González believes that the mortality rates “confirm that in Venezuela, malnutrition is a public health problem that should be a focus of public policy, and in terms of mother-child care, the state does not dispose of any adequate services for avoiding the deaths.”

“President Chávez’s government is working towards building and extending an immense, inefficient state structure that consumes many resources and that is completely removed from the real problems of the citizens; military, political, and strategic objectives take precedence over what is happening to citizens on the street”, added the public policy expert.

He believes that it is because of this strategy that the government “cannot hide a large number of failures in companies, extending from electricity generation to any other type of production”.

In González’s opinion, Venezuelans should be worried about the perspectives offered by a country with large income on the one hand, but disproportionate expenses on the other hand. These resources, which should be directed towards areas such as health, education, social security – which is what gives us quality of life – are not being controlled or monitored.

Tuesday, March 15, 2005

Fireworks in Caracas, December 2004. Posted by Hello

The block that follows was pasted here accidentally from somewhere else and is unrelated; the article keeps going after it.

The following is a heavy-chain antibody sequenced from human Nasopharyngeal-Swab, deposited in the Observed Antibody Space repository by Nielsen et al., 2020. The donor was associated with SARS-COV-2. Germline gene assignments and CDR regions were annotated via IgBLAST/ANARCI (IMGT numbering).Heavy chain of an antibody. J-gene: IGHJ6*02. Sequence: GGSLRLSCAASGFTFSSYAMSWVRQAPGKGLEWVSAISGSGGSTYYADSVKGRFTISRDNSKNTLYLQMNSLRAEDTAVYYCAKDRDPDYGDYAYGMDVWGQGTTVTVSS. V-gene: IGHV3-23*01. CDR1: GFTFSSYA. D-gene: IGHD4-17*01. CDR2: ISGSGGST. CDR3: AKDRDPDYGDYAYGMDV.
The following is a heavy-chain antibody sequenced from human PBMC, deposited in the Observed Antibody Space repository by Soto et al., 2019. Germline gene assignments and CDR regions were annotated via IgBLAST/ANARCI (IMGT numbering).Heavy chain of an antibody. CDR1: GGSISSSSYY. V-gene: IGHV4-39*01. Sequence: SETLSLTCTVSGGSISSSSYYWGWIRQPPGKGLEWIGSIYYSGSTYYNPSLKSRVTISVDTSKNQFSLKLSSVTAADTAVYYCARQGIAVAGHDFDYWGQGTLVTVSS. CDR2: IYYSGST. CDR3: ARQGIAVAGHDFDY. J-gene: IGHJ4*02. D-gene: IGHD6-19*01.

History repeating?

I'm back after a somewhat prolonged absence -- apologies to my readers! As so often happens, I was busy with events in my... other? real? physical? wetware? life. But things seem to have quietened down a bit now on that front, and I'm hoping to post more regularly in the future.

An interesting observation about the current developments in Venezuela is how often one has the impression that a low point has been reached, and that things should now begin to improve -- only to be shown time and time again how the Chávez regime manages to outdo itself once again, plumbing new depths every few months.

Events this past week have continued that trend. Two young soldiers were burnt while being held in a military confinement cell. They died of their injuries yesterday, after their conditions had reportedly started improving. It is hard to believe that this was an accident. There are presumably not that many flammable substances in a prison cell (the mattresses?), nor that many ways of lighting them (or are Venezuelan military prisoners issued with matches and petrol?). And incidents of this type are, as far as I know, not common in other parts of the world.

The agony of being caught with a fire in a confined space, with no way to escape, must be indescribable. What makes it even more terrifying, not to mention suspicious, is that this was not the first time that something like this happened. Almost exactly a year ago, on 30 March 2004, a similar incident occurred at Fuerte Mara, a military base in Zulia state. Eight soldiers, who had reportedly signed in favour of the referendum to revoke president Chávez and who were being held in a confinement cell, got burned. Two of the soldiers died, one after his condition had already been improving and he had stated to the media that the fire had originated outside the holding cell.